Deal Me In – Week 38 Wrap Up

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What did we read this week? Check out the links below…

James read two “island stories” – James Hersey’s “To The End of the American Dream” and Haruki Murakami’s “Man Eating Cats” http://jamesreadsbooks.com/2014/09/16/john-hersey-vs-haruki-murakami/

Randall read Oliver Wendell Holmes’ “A Visit to the Asylum for Aged and Decayed Punstershttp://timeenuf.blogspot.com/2014/09/a-visit-to-asylum-for-aged-and-decayed.html#comment-form

Dale read G.K. Chesterton’s “The Red Moon of Meruhttp://mirrorwithclouds.wordpress.com/2014/09/18/g-k-chesterton-the-red-moon-of-meru/

Katherine read “Just a Little Bug” by P.D. Cacek http://katenread.wordpress.com/2014/09/21/deal-me-in-week-38-just-a-little-bug/

I read “The Business of Madame Jahn” by Vincent O’Sullivan https://bibliophilica.wordpress.com/2014/09/21/the-business-of-madame-jahn-by-vincent-osullivan/

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“The Business of Madame Jahn” by Vincent O’Sullivan

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(Above: I’ve tried a lot of different beers in my life, but have never heard of this one. The search begins…)

For week 38 of Deal Me In 2014, I drew the seven of diamonds which I had assigned to this story of a murder for greed – and a haunting…

I had not heard of the author Vincent O’Sullivan until I read about him at Paula Cappa’s blog (actually, I think I have a growing list of authors I can say that about). O’Sullivan lived from 1868-1940 and was an American writer of supernatural fiction and friend of the great Oscar Wilde. This short tale is from his first collection of stories, “A Book of Bargains.” His latter life was a tragic one as his formerly well-to-do family was struck down by financial ruin. Wikipedia reports that “in latish middle age found himself ruined, wrote his last book (Opinions) under terrible conditions, and, dying in Paris, ended anonymously in the common pit for the cadavers of paupers.” How sad.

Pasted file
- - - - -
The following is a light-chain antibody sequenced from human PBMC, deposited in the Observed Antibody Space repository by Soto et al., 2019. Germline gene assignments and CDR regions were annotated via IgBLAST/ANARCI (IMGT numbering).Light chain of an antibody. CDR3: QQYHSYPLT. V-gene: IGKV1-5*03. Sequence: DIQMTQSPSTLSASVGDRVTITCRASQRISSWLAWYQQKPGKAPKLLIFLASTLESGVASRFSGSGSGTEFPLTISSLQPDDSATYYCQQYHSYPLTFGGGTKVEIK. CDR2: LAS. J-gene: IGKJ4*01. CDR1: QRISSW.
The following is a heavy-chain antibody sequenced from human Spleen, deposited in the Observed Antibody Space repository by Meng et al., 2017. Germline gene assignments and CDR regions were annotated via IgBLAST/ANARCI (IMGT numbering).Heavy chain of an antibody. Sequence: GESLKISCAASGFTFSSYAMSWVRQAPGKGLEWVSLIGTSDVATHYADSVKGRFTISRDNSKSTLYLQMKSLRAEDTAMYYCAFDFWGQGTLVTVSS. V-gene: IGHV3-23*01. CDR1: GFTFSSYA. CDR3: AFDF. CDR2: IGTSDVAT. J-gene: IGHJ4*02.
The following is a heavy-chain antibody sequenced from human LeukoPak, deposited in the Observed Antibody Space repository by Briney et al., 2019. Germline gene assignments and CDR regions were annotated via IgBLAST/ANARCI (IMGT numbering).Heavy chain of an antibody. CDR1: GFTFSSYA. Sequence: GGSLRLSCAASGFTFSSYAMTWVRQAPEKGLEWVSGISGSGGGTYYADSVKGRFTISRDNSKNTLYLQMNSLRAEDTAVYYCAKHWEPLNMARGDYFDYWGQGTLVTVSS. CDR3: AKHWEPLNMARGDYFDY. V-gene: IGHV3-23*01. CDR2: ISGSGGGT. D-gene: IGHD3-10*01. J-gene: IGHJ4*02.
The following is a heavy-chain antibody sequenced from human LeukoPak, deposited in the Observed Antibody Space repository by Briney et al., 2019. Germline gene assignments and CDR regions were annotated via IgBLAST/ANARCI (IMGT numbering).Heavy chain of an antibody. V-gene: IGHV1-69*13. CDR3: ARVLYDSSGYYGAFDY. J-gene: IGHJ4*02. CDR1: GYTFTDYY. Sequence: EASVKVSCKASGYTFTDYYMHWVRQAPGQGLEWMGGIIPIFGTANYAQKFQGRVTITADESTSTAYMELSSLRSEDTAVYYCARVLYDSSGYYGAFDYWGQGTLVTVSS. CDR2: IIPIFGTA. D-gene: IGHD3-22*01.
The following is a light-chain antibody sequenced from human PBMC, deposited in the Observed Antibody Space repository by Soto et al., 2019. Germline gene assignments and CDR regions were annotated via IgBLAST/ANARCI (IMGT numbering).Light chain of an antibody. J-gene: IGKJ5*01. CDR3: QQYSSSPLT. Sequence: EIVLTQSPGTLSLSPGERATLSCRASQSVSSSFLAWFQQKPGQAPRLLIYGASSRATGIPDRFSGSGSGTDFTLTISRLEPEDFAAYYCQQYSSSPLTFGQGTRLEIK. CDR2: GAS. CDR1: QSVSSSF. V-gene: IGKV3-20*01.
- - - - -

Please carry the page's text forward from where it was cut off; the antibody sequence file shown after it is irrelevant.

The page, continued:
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The story begins with us learning that its protagonist, Gustave Herbout, has committed suicide shortly after inheriting the estate of his deceased aunt. There is speculation about why – now of all times, when he has finally come into some manner of wealth – Gustave would choose to end his life.

So what is Gustave’s problem? Like many people (maybe you know some yourself), Gustave craves a life that is beyond his means. A life of a boulevardier, frequenting chic cafes and sharing stories of wealthy and titled relations with “obsequious” friends – stories that he knows cannot be verified or found to be his own mere fabrications. He also knows that he stands to inherit a sum of money from his aged aunt, Madame Jahn – an amount that could support him in this ideal lifestyle that he has not earned through his own efforts. He begins to ponder, though, how much longer she might live and realizes she might “hold on” for many years yet…

A nice story, though not among my favorites of DMI2014. Read the story yourself online at http://gaslight.mtroyal.ca/mmejahn.htm

Had you heard of, or read anything by this author?

(Below: Monet’s painting of the Boulevard des Capucines, where the morally bankrupt Gustave liked to roam and feed his self-delusions…)

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